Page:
Paulmichael
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Re: 2044: "Sandboxing Cycle"

Postby Paulmichael » Tue Sep 11, 2018 5:59 am UTC

Heh, today's title text has an almost identical ending as today's SMBC: http://www.smbc-comics.com/comic/the-problem

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Re: 2044: "Sandboxing Cycle"

Postby x7eggert » Tue Sep 11, 2018 10:43 am UTC

SuicideJunkie wrote:
da Doctah wrote:The problem with sandboxing is a couple of times a week you have to clean out the cat poop.
In many cases, you can configure your load balancer to automatically delete and replace the defecative clusters as they drop out of service.

The out-of-service clusters are those that do not drop through the sieve.

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Soupspoon
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Re: 2044: "Sandboxing Cycle"

Postby Soupspoon » Tue Sep 11, 2018 11:16 am UTC

Data Security, I have always maintained, is both stopping those who should not have it¹ from having it and making sure that those who should have it are not deprived of it. It's amazing how many people forget that, being in the "three factor login" camp and forgetting about possible loss of the vital smartcard(/arguably more vital fingerprints/iris/voice-pattern) or just plain forget a password/passphrase/PIN; or they're in the other camp and "Have backups! Loads of backups! Everywhere!".

Which sort of analogues to this comic, if you flesh out my own philosophy marginally.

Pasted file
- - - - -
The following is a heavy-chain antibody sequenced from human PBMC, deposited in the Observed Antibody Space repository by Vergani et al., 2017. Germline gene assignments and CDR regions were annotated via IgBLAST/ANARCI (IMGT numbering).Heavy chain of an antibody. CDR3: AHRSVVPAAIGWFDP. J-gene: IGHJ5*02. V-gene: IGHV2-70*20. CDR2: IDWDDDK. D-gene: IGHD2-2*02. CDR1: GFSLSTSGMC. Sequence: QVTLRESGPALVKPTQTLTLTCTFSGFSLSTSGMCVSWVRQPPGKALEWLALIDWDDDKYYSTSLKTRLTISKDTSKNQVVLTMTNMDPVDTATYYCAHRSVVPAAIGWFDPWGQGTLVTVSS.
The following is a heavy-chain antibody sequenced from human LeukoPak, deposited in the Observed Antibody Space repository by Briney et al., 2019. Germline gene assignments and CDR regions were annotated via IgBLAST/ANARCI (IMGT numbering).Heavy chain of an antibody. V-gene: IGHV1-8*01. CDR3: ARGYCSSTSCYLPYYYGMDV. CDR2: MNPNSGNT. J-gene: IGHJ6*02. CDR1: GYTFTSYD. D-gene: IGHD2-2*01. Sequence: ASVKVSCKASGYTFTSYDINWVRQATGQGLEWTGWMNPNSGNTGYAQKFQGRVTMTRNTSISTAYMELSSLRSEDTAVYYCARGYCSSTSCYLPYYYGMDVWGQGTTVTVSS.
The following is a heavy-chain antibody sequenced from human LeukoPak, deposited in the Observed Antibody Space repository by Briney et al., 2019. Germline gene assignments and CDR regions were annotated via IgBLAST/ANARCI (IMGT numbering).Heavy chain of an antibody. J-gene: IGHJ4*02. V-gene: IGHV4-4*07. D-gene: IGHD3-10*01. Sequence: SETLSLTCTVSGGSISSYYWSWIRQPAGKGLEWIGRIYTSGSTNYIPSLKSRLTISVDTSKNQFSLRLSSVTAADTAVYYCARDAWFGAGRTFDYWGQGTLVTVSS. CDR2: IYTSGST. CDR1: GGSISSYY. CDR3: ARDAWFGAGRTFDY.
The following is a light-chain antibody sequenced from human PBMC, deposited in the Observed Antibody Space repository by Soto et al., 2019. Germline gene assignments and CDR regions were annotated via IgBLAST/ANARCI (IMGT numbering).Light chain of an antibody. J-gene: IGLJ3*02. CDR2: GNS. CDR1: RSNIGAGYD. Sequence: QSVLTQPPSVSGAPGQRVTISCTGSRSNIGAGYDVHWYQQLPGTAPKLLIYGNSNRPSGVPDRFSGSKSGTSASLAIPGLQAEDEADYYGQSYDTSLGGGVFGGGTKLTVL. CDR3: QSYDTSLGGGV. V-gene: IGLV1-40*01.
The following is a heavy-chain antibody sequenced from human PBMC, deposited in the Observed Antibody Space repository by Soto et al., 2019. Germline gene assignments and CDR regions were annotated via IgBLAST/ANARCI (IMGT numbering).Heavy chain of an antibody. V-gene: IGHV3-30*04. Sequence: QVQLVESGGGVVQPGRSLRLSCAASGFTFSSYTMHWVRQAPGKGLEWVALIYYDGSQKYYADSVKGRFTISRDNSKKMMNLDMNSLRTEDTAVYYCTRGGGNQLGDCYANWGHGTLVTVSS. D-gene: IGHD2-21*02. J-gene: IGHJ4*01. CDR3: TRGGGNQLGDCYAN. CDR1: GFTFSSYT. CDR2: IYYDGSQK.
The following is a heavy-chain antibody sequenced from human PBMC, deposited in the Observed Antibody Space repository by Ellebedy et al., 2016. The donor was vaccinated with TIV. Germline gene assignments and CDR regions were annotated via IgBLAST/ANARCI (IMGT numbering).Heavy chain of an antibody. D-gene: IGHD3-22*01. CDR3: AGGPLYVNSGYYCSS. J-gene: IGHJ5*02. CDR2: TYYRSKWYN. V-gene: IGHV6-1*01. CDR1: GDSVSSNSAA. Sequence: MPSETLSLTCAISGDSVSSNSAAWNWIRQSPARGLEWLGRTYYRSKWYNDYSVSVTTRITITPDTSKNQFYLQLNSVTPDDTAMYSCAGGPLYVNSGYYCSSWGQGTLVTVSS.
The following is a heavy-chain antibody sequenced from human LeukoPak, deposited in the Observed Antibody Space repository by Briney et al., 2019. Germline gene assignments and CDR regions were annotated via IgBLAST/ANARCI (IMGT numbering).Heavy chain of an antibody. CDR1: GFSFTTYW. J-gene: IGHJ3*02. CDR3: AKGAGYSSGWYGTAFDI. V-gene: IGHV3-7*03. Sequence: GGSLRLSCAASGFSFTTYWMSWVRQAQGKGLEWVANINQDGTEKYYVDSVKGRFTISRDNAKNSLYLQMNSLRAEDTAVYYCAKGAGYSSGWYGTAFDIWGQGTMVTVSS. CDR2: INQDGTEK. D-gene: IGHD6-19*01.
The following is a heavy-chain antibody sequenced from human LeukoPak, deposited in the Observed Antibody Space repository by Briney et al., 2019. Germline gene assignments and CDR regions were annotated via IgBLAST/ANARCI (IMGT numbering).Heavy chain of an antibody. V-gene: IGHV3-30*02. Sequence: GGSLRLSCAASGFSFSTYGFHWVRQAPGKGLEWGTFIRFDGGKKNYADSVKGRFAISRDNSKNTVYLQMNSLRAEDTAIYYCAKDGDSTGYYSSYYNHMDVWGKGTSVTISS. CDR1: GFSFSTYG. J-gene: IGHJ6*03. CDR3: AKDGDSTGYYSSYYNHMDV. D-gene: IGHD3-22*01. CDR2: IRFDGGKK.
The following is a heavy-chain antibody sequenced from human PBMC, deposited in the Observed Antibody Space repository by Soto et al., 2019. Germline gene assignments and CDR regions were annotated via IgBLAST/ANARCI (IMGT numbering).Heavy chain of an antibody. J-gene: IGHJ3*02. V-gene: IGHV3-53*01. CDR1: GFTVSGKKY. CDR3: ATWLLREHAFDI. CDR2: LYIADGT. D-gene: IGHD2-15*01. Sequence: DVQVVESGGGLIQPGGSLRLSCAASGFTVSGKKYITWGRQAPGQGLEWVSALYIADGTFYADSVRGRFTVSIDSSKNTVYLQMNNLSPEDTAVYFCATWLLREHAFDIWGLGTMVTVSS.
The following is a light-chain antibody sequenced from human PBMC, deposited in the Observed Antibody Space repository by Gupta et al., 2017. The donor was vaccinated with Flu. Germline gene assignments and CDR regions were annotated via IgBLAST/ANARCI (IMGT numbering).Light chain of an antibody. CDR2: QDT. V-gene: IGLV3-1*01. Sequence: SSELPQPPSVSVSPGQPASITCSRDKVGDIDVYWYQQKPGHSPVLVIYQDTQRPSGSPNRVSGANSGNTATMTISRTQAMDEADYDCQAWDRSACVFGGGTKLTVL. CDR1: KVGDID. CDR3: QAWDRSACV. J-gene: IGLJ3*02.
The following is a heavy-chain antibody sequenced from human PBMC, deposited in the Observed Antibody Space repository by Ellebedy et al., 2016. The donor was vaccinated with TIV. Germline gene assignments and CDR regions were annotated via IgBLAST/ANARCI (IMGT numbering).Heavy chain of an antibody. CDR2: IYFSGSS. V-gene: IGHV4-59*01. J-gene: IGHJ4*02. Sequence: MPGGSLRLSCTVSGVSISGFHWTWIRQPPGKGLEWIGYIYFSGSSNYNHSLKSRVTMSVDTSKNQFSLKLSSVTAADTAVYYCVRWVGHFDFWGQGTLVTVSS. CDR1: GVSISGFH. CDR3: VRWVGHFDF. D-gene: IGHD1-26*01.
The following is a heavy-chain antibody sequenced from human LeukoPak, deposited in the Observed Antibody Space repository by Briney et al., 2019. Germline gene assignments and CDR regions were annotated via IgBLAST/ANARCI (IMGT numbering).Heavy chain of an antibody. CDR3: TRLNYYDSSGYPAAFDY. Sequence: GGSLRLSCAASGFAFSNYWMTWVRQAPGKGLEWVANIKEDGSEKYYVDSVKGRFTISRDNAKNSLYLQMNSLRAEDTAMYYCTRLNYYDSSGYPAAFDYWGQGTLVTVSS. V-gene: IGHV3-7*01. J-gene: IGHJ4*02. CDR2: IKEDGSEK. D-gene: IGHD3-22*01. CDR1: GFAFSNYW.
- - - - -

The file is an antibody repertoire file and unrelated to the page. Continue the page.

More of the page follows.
(And it also reminds me how I'm a lot less studious about avoiding various pitfalls in my personal arrangements than I'm likely to be pontificating towards others about their own handling methods.)

¹ Or them…? ;)

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orthogon
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Re: 2044: "Sandboxing Cycle"

Postby orthogon » Tue Sep 11, 2018 11:38 am UTC

Soupspoon wrote:Data Security, I have always maintained, is both stopping those who should not have it from having it and making sure that those who should have it are not deprived of it.

In practice, more often than not, it's the exact opposite: make access difficult or impossible for those who should have access, whilst imposing no significant obstacle to those who shouldn't. (It's even more true for security measures in meatspace).
xtifr wrote:... and orthogon merely sounds undecided.

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Soupspoon
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Re: 2044: "Sandboxing Cycle"

Postby Soupspoon » Tue Sep 11, 2018 12:05 pm UTC

Aye, I've seen that. Though I remember that one of the last SOPs I edited in one job involved the procedure on what to do when people with high access were departing the company, and I made sure it would be as difficult as possible for me to cause a problem upon leaving, from the moment that was confirmed.

(Wouldn't have prevented malice-aforethought prior to that clinch-point, but if I had been thoughting malice-afore then I could have just not written such a strict rewrite of the document, so I left happy/smug/inconvenienced enough!)

E_H
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Re: 2044: "Sandboxing Cycle"

Postby E_H » Tue Sep 11, 2018 2:42 pm UTC

Title text: All I want is a secure system where it's easy to do anything I want. Is that so much to ask?[/quote]


DWIM [Do What I Mean] 1. adj. Able to guess, sometimes even correctly, what result was intended when provided with bogus input. Often suggested in jest as a desired feature for a complex program. A related term, more often seen as a verb, is DTRT (Do The Right Thing). 2. n. The INTERLISP function that attempts to accomplish this feat by correcting many of the more common errors. See HAIRY. - jargon.txt / MIT c. 1988


Warren Teitelman originally wrote DWIM to fix his typos and spelling errors, so it was somewhat idiosyncratic to his style, and would often make hash of anyone else's typos if they were stylistically different. Some victims of DWIM thus claimed that the acronym stood for `Damn Warren's Infernal Machine!'.